Some might call me biased on the matter, but any attachment I had ever had to that type of thinking had been buried along with my parents. It’s always been amazing to me that there are grown men and women out there who still seem to cling to such a childish way of thinking.
“Walk with me for a sec, James?” Mr. Tanner asks me.
In truth, it’s less of a question, and more of a polite command. As he does so, he makes a sort of bowing gesture which seems to indicate the direction opposite of where I’d been heading before he’d stopped me. He must see my eyes dart toward the community college booths, because he then goes on to try to persuade me further.
“Don’t worry,” he says, “you have my word that this won’t take long.” The man draws an imaginary cross over his heart, as if to accentuate his point. “I just have a quick favor to ask of you.”
After another quick glance backwards, I hesitantly follow him. A large part of me just wants nothing more than to get on with my day. There’s another part of me that’s curious to know what it is that Mr. Tanner could possibly want from me. As far as I know, I’ve never been the teacher’s favorite student. I’ve always done my best in his class, but nothing I do ever seems to satisfy him. He’s never outright mean, but it always seems like he expects more out of me than he does the other students.
I cast another darting glance toward my intended direction. The practical thing would be for me to politely excuse myself and get on with my day. Against my better reasoning though, curiosity wins out. And so, I follow. The community college booths will still be there when I get back.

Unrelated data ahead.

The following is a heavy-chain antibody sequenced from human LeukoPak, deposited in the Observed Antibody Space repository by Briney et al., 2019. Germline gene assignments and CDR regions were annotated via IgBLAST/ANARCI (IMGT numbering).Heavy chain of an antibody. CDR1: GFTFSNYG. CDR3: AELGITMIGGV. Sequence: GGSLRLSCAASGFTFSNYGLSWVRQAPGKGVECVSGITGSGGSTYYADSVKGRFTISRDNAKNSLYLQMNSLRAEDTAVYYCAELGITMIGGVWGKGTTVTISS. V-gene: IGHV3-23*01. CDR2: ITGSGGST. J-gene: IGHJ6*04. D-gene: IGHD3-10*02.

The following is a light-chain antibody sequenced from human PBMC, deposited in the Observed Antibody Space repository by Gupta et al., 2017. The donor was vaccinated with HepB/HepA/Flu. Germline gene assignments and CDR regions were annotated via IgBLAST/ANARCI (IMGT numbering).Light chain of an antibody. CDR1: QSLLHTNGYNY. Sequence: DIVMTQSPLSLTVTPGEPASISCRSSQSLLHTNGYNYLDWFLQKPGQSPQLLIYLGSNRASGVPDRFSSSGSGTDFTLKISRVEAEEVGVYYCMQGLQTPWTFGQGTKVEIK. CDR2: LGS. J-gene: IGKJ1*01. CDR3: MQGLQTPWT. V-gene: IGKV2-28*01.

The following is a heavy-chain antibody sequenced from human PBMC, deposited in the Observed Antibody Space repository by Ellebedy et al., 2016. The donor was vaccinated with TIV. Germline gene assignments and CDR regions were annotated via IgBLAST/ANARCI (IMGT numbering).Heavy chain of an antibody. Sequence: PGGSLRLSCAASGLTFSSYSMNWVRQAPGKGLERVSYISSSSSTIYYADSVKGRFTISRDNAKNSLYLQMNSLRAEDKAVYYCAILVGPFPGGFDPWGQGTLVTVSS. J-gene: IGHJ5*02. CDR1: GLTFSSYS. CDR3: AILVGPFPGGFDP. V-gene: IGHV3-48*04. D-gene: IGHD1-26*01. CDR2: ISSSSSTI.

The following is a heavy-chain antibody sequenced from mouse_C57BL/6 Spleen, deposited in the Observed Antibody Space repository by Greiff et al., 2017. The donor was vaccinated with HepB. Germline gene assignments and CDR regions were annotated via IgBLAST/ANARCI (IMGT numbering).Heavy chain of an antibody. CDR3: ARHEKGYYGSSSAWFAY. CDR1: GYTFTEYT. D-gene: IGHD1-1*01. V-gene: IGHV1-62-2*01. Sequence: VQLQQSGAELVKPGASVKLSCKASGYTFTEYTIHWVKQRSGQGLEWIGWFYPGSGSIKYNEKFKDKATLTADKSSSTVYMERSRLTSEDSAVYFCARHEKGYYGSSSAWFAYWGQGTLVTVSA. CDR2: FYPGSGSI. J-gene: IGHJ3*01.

“You know, there are two ways of looking at things,” Mr. Tanner declares, filling the silence between us as he leads me through the crowd and toward our unknown destination. “The first way of looking at things, which I’m pretty sure is the way that you look at things, is that reality inspires fantasy. Am I right?”
I give him a polite nod, and try not to roll my eyes. I’m starting to get some small idea of where this conversation is going, but I don’t interrupt him. The more quickly he gets through this, the more quickly I can move past it.
“The second way of looking at things,” Mr. Tanner goes on, “is that fantasy inspires reality. Tell me James, what do you make of that idea?”
I stay silent for a moment, making sure that the question isn’t rhetorical. Noticing this, Mr. Tanner gives me a not-so-subtle nod, indicating that I should answer. I take another moment to collect my thoughts. It’s one thing to disagree with somebody, but I have no intention of outright offending the man. My parents taught me better than that, and the things that they taught me are all that I have left of them – even when those things turn out to be less-than-convenient.